The World Of Weight Loss

scales

I’ve just finished watching last night’s documentary Welcome To The World Of Weight Loss, which followed a smattering of women and one lone man on their quest to drop the pounds. As someone who’s spent my life sparring with excess lard, it was interesting to watch their journeys and work out whether or not the various weight loss plans were actually working…

The programme followed disciples of WeightWatchers, Slimming World and Rosemary Conley, but no matter which regime you chose to follow, they all danced (OK, shuffled slowly) to similar tunes. First, meet in a drafty church hall. Second, sit on scuffed orange plastic chairs. Third, get preached at by a patronising host who used to be fat but is now not as fat as you. Finally, weigh yourself in front of complete strangers and get clapped if you’ve lost weight or get frowned at for eating too many Smarties.

Now I’ve had many battles with my weight, some of which I’ve won and some of which have left me bloodied, bruised and a bit fat. But I’ve never turned up at a church hall clutching my dignity in my sweaty palms and put my faith in the power of the group and an evangelical leader – it all just seems a bit too goddy for me. I did follow my sister’s WeightWatchers plan when I was 14 – my first foray into dieting – and succeeded in losing two stone which really annoyed her as she lost none. It was easy back then you see, I didn’t go all gooey-eyed over pints of lager back then.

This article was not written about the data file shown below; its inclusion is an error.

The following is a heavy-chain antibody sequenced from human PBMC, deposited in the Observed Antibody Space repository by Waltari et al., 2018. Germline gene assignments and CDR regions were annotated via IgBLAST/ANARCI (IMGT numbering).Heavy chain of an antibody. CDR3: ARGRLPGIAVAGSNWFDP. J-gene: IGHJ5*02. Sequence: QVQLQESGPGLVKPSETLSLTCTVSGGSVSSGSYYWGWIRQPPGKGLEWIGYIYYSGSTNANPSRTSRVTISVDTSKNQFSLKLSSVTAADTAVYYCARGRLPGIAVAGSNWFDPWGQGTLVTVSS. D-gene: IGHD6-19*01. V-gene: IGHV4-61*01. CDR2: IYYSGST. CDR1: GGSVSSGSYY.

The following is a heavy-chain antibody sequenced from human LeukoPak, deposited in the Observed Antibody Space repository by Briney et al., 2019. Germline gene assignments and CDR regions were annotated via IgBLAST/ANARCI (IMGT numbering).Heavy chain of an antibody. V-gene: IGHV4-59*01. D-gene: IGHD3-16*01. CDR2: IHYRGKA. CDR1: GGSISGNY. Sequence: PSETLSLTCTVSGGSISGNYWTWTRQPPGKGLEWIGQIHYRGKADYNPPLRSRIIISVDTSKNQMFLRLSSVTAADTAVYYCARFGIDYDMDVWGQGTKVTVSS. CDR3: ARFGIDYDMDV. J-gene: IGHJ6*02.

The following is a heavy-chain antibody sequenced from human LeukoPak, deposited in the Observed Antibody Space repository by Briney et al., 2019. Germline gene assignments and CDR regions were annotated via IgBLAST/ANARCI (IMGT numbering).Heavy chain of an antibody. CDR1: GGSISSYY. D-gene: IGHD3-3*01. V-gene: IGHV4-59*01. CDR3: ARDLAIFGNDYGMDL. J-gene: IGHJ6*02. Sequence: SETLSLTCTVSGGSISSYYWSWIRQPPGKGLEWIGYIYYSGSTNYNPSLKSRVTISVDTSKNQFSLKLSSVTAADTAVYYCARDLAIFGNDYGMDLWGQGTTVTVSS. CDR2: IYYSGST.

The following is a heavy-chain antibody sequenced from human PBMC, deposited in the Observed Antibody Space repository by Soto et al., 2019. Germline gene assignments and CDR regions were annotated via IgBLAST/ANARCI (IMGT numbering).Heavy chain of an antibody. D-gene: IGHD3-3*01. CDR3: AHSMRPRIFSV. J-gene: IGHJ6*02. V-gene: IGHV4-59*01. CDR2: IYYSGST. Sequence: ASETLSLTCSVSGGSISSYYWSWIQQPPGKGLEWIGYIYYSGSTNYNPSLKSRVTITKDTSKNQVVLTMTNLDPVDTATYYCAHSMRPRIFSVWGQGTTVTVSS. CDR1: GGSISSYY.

The documentary shone a light on the reasons behind the weight gain and some were truly tragic. For one young woman, the thrice weekly diet classes were her only jaunt beyond her front doors (bar the supermarket) due to a chronic case of body dysmorphia. Another had slimmed down from 23st to almost 11st and gave the credit purely to god. Another woman saw a picture of herself in a Stella McCartney swimsuit on holiday and wanted to change it. From all walks of life they came with one defining goal: to get slimmer.

These groups clearly do provide support, plans and guidance and as this programme showed, they work if you stick to them. But there’s the rub – most people don’t. If you haven’t seen it yet, catch it on iPlayer and I dare you not to cheer for the sisters who follow up every weigh-in with a junk food blowout, their motto clearly being ‘eat dust, then doughnuts.’ At least it’s a balanced diet.

 

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